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As Cities Reopen, Expect to Wait in Lots of Lines

The lines.

They’re everywhere.

In San Francisco, lines for trendy—and now, because of the Covid-19 pandemic, takeout-only—restaurants wend about the block. New Yorkers waiting for grab-and-go drinks—legalized especially for the pandemic—are socializing on line. (The locals will tell you: People wait “on line” in New York, not “in” one.) Across the nation, families line up for food banks. As many offices begin to welcome back workers, some are asking each to queue for a temperature check before entering the building. Once inside, there may be another wait, to take a reduced-capacity elevator. (Decals placed on the floor instruct riders to squeeze into corners.) Waits for reduced-occupancy grocery stores curl through parking lots, a Disneyland-style detour without the ride at the end.

They’re boring.

They’re frustrating.

They can get hot.

They’re the new normal.

The queues are so ubiquitous, in fact, that the people in charge of buildings—all sorts of buildings—are looking for help. The makers of software to count people are ready.

When the pandemic hit North America in late February, Patrick Thuot thought his company was in trouble. Quebec-based SMS Store Traffic has been around for nearly 50 years, offering technology that sounds simple: It counts people as they come in the door. “People don’t realize it, but most big chains are counting,” says Thuot.

Retailers use people-counting systems to track the flow of customers and schedule employees. Stadium operators want to know when the bathroom wait is the longest. Smaller businesses like bars and clubs use them to ensure they’re following fire codes. Some public services—libraries, for example—are required to track how many visitors come in their doors. In 2018, the consultancy Global Marketing Insights valued the worldwide market for people-counting systems at $900 million and predicted it would grow to $2 billion by 2025, buoyed by a fervor for retail analytics.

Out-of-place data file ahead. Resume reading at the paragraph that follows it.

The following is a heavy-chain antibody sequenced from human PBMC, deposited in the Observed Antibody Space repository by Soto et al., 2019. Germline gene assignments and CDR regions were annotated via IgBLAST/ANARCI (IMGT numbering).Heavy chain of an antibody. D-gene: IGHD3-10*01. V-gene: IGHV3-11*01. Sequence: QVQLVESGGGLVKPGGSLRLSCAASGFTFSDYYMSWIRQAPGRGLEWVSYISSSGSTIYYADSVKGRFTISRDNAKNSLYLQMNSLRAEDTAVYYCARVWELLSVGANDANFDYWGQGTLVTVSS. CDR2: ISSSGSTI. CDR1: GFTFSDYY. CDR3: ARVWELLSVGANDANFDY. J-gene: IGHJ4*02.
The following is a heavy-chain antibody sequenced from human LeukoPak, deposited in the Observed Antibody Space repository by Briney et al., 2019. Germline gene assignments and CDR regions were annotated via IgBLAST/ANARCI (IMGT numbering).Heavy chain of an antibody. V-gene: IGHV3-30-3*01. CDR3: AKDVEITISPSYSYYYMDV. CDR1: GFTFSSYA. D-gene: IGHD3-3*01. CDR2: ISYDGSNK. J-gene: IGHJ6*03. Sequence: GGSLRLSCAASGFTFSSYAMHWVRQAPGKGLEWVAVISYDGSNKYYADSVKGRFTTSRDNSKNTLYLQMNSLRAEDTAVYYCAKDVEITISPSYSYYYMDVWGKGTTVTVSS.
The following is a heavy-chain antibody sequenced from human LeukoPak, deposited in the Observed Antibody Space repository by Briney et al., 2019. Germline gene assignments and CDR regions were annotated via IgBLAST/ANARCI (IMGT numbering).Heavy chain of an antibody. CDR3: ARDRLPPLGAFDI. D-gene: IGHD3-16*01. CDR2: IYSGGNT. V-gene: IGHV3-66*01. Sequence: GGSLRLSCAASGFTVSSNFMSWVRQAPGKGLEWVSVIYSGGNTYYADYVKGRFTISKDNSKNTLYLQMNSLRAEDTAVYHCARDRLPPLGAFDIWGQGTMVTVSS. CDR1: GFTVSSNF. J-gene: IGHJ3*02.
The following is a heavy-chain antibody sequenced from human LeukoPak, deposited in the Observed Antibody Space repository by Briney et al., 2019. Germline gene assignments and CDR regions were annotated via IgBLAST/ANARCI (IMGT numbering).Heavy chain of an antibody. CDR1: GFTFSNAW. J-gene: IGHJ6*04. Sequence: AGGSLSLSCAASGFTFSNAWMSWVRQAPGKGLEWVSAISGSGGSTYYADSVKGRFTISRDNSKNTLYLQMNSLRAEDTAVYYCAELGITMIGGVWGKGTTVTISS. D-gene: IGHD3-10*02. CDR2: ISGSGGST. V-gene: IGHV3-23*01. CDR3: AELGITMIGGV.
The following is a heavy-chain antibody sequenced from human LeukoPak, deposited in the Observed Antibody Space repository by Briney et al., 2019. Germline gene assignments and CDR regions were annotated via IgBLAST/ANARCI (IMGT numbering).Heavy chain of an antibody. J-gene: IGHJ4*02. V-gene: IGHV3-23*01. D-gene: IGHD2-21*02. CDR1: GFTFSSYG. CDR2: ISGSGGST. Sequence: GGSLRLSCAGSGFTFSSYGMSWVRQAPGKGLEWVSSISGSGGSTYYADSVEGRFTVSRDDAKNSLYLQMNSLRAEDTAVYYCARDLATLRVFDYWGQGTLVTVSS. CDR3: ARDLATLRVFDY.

Thuot feared that a pandemic would mean no one walking through any doors. Then no one would need companies like SMS Store Traffic, which offers door-mounted cameras and sensors, plus the software to manage counting behind the scenes. Other companies track customers’ Wi-Fi or Bluetooth signals to determine when and where they enter and exit.

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Instead, occupancy limits imposed by government mandate and by cautious managers are giving companies like Thuot’s a reprieve. SMS Store Traffic quickly repackaged some features to create a product pitched to companies welcoming visitors during the pandemic. Some clients, he says, are posting the data to their websites or social media accounts to warn prospective customers when it might be too crowded to enter. Others are linking the systems to displays outside their stores, telling line-waiters when they might enter. “The lines are, unfortunately, a necessity right now,” Thuot says.

Skyfii, which offers analytics and marketing software for brick-and-mortar businesses, says interest in its people-counting product more than doubled in April, compared with the same month in 2019. Systems like Skyfii’s help create lines, by telling building managers when it’s safe for people to enter. CEO Wayne Arthur says he also hopes it fights them. “We’re hoping the software might alleviate people’s concern around, ‘Well, how long is this going to be?’ It’s frustrating when you don’t know any better.”

Retail stores, offices, restaurants, and bars have always had occupancy limits. But in general, businesses want people in them. The more people eating food, sipping Negronis, and picking out sweaters, the more money. Now, social distancing guidelines attempt to prevent the spread of the virus by maintaining 6-foot buffers between patrons. In Chicago, which entered into its Phase 3 “cautiously reopen” stage earlier this month, indoor nonessential retailers are limited to 25 percent of their normal capacity, while essential ones can creep up to 50 percent. Kansas City salons can operate at 50 percent, with 6 feet of separation.

Discount chain HomeBuys, which has six locations in Ohio and Kentucky, usually permits 600 customers to hunt through its 80,000-square-foot stores for good deals. Now, says company network administrator Jorge Alexandres, only 80 can enter at a time. At one point during the pandemic, it used staffers to man the door. Now it uses a people-counter system mounted to its threshold, which sends alerts to managers’ phones when the store is getting too full.

In some ways, the six-month-old Jefferson Bodega had terrible timing. The San Antonio convenience store opened just before the pandemic reached Texas, and now the corner spot stocked with beer, snacks, and an international candy assortment allows only 11 people in a space built for 22. The bodega uses a people-counting set-up from a San Francisco-based company called Density to make sure only so many people enter at once. Owners Luke and Lisa Horgan have backgrounds in media and tech, and also like to geek out on the software’s analytics.

Generally, lines to enter the bodega aren’t bad—only about five minutes on busy periods during the weekends, says Luke Horgan. He likes to think about it this way: “People waiting at the door are decreasing the traffic at the register.” In other words: We’re always waiting.

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